Washington Times

Published 9/16/2002

Welfare promotes marriage

Cheryl Wetzstein
THE WASHINGTON TIMES

Special Report

Darrin and Valerie Chandler were struggling financially and thinking about ending their nine-year marriage when they reluctantly attended a government-funded marriage-education workshop near Phoenix this summer.

The workshop turned their relationship around, they said.

"We're both stubborn people," said Mrs. Chandler. "We even went into the program thinking, 'Yeah right, we'll go, but for all we've been through, this probably isn't going to help us.'"

But the weekend class "has been a total blessing," said Mr. Chandler, adding that with the communication skills he and his wife learned, "we've been pulling ourselves out slowly" from their debts.

The Chandlers are one of 517 Arizona couples who have taken marriage-education classes paid for by funds from the Temporary Assistance for Needy Families (TANF) welfare program. The program, created in the landmark 1996 welfare reform law, has several goals, including "promoting job preparation, work and marriage" and to "encourage the formation and maintenance of two-parent families."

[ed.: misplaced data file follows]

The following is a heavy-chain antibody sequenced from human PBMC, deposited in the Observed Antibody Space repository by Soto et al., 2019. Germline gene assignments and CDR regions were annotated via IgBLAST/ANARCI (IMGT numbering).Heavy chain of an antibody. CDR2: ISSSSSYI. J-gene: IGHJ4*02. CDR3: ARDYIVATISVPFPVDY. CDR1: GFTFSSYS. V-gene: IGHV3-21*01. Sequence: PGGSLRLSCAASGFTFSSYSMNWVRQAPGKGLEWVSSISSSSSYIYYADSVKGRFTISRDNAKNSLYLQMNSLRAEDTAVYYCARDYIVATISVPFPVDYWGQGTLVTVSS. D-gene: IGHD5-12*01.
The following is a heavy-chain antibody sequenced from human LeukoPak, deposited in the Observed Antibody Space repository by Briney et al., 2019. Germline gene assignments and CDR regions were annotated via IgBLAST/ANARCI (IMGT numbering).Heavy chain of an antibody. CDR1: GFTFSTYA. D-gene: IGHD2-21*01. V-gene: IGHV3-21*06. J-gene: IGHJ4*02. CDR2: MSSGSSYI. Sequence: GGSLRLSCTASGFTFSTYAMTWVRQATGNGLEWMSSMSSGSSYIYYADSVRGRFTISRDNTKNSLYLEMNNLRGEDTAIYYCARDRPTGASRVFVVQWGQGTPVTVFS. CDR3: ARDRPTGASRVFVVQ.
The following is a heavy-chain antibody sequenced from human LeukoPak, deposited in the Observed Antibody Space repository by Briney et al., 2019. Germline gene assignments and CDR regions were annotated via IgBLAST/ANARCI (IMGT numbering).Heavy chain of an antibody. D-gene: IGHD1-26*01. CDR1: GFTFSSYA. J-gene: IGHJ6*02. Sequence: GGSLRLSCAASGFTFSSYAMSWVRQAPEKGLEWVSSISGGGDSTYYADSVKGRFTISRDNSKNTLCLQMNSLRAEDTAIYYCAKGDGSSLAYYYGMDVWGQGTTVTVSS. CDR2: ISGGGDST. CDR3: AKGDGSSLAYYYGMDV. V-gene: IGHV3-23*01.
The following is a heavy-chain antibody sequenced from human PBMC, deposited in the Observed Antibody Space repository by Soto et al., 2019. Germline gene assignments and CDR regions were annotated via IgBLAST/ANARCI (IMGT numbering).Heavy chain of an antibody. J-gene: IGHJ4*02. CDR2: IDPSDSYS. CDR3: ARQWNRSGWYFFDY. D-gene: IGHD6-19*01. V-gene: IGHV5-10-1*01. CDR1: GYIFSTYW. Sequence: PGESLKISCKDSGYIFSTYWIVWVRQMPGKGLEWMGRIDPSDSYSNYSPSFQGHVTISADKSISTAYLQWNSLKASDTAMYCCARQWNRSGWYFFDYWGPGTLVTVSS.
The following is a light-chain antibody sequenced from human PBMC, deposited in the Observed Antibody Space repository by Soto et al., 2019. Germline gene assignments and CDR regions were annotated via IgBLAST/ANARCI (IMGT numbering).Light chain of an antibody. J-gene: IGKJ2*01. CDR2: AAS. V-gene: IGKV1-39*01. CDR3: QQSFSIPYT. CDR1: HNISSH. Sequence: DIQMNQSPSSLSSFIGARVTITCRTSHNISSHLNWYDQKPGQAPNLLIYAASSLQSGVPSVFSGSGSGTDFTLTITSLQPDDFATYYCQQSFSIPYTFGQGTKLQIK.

The Chandlers' positive experience was echoed in most of the dozens of interviews conducted over the past year with couples, educators, welfare caseworkers and welfare recipients in Arizona, Oklahoma and West Virginia, where TANF funds are being used to promote or support marriage.

In Arizona, where more than $1 million in TANF funds has been spent on marriage-education classes, many couples share the views of Scott Mielke, who attended classes in Flagstaff with his wife Zona. "I think if the federal government is going to do something about families, it needs to be proactive like this," he said.

In Oklahoma, around $1.8 million in TANF funds have been spent on a wide-ranging "marriage initiative," including communication-skills classes with TANF recipients. "I can see things from my mate's point of view," said one Oklahoma welfare mother who attended such a course.